haha i bet if you did do it the point wouldnt be live the next time you want to use it

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Post by acmotor » Mon, 26 Aug 2013, 02:58

Given that 8 x council supplied electic BBQs in the park also run off that power box, i doubt the shire would pick up the increased power consumption. Image .... unless you tell ! Image
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Post by PlanB » Mon, 26 Aug 2013, 04:38

I note some of the Spanish Estation wall units have the option of 3 phase wiring. Does anybody know how they actually use the 3 phases to produce a single phase for the 3.3kw leaf internal charger?

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Post by acmotor » Mon, 26 Aug 2013, 05:18

PlanB wrote: I note some of the Spanish Estation wall units have the option of 3 phase wiring. Does anybody know how they actually use the 3 phases to produce a single phase for the 3.3kw leaf internal charger?


They would just draw between one of the 3 phase actives and neutral (ignoring the other 2 actives) to give 230V 15A single phase would be my guess. Remember the 3 phase actives are 120deg out of phase so you can't just 'add them' together.

There are two other paths, though unlikely....
1) an isolation transformer 400V input and 230V output. (input across 2 phases actives, so actually 1 phase, being the voltage between two of the 3 phase actives). A similar technique is used in some rural areas where the 230V system is current limited they provide 'rural power' that is at the 1.73x VAC that is drawn between 2 of 3 phase actives, or may actually have been sourced from a single phase (A-N) anyway.
2) rectify the 3 phases to a DC bus and use an inverter to reproduce a single phase AC supply of 230V. Similar to what a motor Variable frequency drive does, just for a single phase.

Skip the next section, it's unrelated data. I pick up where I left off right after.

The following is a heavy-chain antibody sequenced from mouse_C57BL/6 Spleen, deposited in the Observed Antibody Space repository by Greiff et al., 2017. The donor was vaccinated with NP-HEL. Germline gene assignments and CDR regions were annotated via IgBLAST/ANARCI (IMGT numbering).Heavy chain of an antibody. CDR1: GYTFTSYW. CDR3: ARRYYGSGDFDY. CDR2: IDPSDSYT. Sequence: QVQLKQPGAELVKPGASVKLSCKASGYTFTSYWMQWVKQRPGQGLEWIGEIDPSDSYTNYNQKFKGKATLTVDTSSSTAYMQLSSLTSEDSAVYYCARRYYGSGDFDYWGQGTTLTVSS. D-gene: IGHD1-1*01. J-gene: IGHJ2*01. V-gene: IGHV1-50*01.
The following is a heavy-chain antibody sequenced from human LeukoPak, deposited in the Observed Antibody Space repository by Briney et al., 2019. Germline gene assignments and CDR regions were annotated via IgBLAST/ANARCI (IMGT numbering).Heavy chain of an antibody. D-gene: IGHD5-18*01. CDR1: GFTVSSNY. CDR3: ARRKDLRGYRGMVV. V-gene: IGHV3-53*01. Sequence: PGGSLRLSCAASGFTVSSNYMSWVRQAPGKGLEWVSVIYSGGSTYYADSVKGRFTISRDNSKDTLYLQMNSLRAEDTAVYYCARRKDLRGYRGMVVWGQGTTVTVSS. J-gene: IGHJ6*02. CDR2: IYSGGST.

These are possible but not likely !!!

Another more likely option if they are specific about 3 phase input is that the charging station allows for the Menekes (EV 3 phase) charge connector as well as the J1772 that the Leaf 3.3kW charger uses.

edit: got the numbers the right way around !
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Post by PlanB » Mon, 26 Aug 2013, 14:17

There are a LOT of 3 phase outlets around Oz. A 21kw 3 phase DC charger with CHAdeMO plug would be a great idea for the Leaf I would have thought? How hard is that? Are we simply talking a 3 phase bridge with CAN or is it a lot more complicated?

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Post by acmotor » Mon, 26 Aug 2013, 16:44

It warms my heart that you have spotted the big advantage of CHAdeMO !
i.e. come up with DC externally, even from a battery bank or PVs, current control it and feed the EV ! 0 to 50kW. IMHO, the way to go.

But yes, specifically to your question.
The CHAdeMO charger must handshake with the EV and exchange CAN bus information about voltage, current, kWh etc and actively monitor the charge progress.
The CHAdeMO charger must have a suitable voltage range and ability to control feed current and, with present systems AFAIK use a large 50Hz isolating transformer for the power fed from the grid. (3 phase).

None of which is at all complex.
The handshake and CAN part is small and worth only a few $ in mass production.
The current control is a few hundred Amp IGBT, HF inductor, RFI filtering etc. Worth maybe $200 in mass production.
The isolating transformer LF type is heavy (hundreds of kg for 50kW 3 phase) and expensive with copper at $8,000 a tonne ! Could be worth $10k.